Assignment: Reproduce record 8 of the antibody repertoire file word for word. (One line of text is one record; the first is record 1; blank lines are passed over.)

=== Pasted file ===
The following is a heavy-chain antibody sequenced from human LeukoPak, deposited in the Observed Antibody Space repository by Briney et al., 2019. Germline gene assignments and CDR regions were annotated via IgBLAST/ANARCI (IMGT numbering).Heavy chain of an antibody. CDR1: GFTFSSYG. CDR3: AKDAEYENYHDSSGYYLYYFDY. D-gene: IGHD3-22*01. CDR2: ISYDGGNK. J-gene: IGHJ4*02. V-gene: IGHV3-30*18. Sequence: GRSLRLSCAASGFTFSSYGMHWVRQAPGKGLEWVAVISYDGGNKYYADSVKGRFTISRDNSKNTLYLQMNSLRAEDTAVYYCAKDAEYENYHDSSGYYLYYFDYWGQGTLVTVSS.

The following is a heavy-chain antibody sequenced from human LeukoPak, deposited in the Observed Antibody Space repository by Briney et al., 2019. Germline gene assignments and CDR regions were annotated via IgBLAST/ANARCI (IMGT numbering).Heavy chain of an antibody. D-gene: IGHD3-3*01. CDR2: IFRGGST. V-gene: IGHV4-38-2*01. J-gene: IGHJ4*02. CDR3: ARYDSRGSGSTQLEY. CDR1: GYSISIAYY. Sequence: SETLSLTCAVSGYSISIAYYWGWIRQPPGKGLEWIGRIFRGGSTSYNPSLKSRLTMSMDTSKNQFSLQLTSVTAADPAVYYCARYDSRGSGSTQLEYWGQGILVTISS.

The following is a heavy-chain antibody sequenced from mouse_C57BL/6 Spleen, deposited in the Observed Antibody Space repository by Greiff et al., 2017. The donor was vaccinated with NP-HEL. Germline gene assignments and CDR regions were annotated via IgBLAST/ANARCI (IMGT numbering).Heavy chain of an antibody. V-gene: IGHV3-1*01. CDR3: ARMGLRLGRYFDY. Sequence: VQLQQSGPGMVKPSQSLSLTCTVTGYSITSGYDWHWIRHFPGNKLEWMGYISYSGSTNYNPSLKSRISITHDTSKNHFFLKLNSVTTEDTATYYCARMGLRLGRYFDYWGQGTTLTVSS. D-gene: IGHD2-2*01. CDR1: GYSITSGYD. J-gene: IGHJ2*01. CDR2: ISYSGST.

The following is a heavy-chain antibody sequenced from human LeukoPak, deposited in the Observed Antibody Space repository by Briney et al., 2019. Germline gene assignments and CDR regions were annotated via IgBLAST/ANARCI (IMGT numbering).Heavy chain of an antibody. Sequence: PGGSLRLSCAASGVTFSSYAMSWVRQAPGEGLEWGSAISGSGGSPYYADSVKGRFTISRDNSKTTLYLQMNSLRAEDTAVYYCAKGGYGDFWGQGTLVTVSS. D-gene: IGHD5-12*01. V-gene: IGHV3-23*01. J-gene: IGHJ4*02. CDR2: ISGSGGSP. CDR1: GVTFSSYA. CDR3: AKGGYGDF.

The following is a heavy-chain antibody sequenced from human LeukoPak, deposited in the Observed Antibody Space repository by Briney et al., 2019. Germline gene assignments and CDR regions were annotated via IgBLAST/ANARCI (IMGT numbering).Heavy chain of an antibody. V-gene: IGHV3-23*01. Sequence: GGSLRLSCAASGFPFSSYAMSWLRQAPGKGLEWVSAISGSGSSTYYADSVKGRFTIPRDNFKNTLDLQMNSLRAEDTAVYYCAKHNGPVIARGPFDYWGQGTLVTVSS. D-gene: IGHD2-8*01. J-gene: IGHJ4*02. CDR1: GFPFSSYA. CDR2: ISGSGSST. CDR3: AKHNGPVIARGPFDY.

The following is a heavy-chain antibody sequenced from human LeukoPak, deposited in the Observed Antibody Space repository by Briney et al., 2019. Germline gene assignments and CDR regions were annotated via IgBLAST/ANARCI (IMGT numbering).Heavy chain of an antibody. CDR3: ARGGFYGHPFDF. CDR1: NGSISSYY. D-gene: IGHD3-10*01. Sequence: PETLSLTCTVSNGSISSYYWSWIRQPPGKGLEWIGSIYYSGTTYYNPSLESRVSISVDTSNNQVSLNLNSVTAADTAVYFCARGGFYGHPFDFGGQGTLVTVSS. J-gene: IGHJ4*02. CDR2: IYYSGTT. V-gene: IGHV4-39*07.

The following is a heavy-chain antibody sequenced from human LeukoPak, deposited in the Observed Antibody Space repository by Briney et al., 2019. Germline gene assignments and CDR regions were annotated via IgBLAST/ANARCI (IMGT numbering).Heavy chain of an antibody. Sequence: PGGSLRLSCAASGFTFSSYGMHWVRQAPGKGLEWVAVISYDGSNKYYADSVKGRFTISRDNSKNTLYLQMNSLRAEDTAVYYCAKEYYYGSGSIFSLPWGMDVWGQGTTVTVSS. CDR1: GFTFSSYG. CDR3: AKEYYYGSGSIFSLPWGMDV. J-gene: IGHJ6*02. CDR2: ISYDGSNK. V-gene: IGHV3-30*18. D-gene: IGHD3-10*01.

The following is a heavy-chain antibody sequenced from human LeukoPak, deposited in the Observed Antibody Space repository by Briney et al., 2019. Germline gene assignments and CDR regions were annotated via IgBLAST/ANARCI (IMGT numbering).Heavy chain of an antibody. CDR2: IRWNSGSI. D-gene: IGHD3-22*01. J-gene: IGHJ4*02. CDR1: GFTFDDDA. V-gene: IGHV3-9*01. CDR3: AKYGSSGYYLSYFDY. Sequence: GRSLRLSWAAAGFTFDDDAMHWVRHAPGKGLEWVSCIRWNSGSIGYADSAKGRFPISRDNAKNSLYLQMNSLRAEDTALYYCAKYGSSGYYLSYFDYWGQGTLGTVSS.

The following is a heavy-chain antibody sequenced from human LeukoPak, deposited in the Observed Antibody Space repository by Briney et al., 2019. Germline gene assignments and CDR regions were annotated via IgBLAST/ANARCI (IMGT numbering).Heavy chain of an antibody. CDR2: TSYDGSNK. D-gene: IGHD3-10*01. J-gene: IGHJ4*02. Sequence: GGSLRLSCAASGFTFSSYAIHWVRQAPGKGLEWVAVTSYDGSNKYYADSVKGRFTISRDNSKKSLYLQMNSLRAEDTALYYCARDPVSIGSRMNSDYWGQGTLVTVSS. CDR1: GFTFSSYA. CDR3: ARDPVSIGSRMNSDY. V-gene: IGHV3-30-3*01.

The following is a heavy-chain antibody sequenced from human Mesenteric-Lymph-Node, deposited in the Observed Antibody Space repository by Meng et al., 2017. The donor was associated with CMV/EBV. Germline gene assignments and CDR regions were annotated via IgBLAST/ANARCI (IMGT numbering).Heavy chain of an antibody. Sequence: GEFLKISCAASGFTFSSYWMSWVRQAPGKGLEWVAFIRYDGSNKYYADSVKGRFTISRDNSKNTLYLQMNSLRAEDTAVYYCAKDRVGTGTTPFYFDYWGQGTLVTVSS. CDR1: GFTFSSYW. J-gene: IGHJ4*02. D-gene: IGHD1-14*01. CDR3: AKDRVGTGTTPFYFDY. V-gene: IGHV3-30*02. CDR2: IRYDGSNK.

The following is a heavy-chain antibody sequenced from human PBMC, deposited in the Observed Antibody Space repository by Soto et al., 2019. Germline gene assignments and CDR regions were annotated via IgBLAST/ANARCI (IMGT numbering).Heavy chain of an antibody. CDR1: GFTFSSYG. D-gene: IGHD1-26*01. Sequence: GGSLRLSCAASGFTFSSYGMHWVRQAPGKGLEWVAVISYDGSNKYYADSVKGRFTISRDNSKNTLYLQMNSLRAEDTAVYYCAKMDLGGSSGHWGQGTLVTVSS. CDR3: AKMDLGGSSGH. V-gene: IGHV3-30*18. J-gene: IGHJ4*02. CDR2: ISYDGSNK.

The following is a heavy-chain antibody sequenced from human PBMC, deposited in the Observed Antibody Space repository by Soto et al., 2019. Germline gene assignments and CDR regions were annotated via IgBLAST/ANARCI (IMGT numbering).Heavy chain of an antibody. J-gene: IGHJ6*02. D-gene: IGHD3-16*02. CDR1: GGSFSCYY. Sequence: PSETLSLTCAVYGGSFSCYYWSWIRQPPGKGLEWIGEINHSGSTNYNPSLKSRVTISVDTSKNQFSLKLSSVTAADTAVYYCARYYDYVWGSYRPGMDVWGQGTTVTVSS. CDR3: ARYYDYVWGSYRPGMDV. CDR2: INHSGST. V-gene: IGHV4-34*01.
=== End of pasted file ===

The following is a heavy-chain antibody sequenced from human LeukoPak, deposited in the Observed Antibody Space repository by Briney et al., 2019. Germline gene assignments and CDR regions were annotated via IgBLAST/ANARCI (IMGT numbering).Heavy chain of an antibody. CDR2: IRWNSGSI. D-gene: IGHD3-22*01. J-gene: IGHJ4*02. CDR1: GFTFDDDA. V-gene: IGHV3-9*01. CDR3: AKYGSSGYYLSYFDY. Sequence: GRSLRLSWAAAGFTFDDDAMHWVRHAPGKGLEWVSCIRWNSGSIGYADSAKGRFPISRDNAKNSLYLQMNSLRAEDTALYYCAKYGSSGYYLSYFDYWGQGTLGTVSS.